Back in December, Smollett, 39, was found guilty on five felony counts of disorderly conduct. Last week, the disgraced actor was sentenced to 150 days in jail, restitution to the city of Chicago of $120,106, and a $25,000 fine.
During his sentencing, Smollett claimed that he was not suicidal and that if he dies while in jail, it will be the result of foul play. He also maintained his innocence during his sentencing despite the overwhelming and irrefutable evidence against him.
“Your honor, I respect you, and I respect your decision,” said Smollett,” but I did not do this, and I am not suicidal. If anything happens to me when I go in there, I did not do it to myself, and you must all know that.”
Only days after being sent to the Cook County Jail, Smollett was placed in the psych ward, which prison officials claimed is standard policy for high profile criminals.
Smollett’s attorneys had insisted that he could be in danger of physical harm if he remained imprisoned at Cook County Jail, claiming their client was the target of “vicious threats”.
“Mr. Smollett has become the target of vicious threats in the social media forums which no doubt reflects the hatred and wish for physical harm towards Smollett which he may experience during incarceration,” the lawyers’ filing said.
Smollett’s brother has reportedly been “bombarded” with threatening phone calls, and the rest of the family has also received threats.
“Mr. Smollett anticipates he will most likely be assigned to segregated incarceration or protective custody, both euphemisms for solitary confinement; a situation which could have extraordinary damage on his mental health,” continued the filing. “As a result, any custodial setting poses a safety and health danger to the life of Mr. Smollett.”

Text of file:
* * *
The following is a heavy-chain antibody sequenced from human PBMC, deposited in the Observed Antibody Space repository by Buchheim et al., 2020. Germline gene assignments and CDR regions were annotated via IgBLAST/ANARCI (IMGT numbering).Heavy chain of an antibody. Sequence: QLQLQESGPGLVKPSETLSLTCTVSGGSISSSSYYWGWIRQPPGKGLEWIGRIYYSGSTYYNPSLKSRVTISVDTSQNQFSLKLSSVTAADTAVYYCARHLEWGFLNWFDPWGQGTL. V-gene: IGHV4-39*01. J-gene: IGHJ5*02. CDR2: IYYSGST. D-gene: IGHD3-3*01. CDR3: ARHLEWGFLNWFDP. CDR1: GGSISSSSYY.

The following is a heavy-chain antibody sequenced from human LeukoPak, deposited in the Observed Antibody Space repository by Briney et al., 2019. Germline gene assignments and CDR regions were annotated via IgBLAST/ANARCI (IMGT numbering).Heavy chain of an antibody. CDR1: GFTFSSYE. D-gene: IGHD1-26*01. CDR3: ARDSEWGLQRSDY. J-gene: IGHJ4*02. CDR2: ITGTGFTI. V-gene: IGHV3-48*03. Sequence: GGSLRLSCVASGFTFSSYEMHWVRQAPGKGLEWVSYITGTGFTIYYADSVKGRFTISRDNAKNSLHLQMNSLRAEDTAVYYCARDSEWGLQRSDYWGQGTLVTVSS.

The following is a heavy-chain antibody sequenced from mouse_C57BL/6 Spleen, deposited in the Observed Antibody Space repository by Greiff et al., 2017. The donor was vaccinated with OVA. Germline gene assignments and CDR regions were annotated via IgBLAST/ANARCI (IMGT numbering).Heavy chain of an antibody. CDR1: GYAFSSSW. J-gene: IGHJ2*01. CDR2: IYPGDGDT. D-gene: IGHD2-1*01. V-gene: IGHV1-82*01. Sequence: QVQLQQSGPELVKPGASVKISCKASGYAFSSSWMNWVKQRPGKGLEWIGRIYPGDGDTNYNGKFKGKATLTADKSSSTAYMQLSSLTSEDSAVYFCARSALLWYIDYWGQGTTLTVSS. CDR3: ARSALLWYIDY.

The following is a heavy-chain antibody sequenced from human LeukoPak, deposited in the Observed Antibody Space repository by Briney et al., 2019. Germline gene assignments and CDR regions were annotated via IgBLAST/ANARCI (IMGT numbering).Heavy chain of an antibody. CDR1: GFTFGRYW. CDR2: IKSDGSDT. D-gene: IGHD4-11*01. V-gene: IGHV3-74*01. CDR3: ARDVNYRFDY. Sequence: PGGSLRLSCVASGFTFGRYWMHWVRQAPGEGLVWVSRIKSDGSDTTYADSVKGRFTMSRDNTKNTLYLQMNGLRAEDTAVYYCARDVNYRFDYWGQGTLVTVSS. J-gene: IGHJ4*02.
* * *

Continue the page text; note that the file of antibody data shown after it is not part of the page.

Apparently, damage to a prisoner’s mental health is of the utmost importance in prison now. Jail, of course, is known to be a relaxing and enjoyable experience.
Regardless, since he was convicted of ‘non-violent” offenses, the court is allowing Smollett to be released from Cook County Jail on a $150,000 recognizance bond, which only has to be paid if he misses a court date.
VIDEO: Kim Potter Only sentenced to 16 months in prison for 1st Degree Manslaughter
Extreme Leniency: Kim Potter was just sentenced to 24 months (2 years) in prison with credit for 8 months time served, meaning her sentence is 16 months.
Judge Regina Chu said that this was the case of a “cop who made a tragic mistake. She drew her firearm thinking it was a Taser and ended up killing a young man.”
The court approved a downward departure from the typical sentence, as Chu said Potter never intended to use her firearm and the scene painted as chaotic. (guy sitting in car)
By Minnesota law, Potter was sentenced only on the higher charge of first-degree manslaughter. The maximum charge is 15 years, but for someone with no criminal history like Potter, guidelines range from between six and eight-and-a-half years.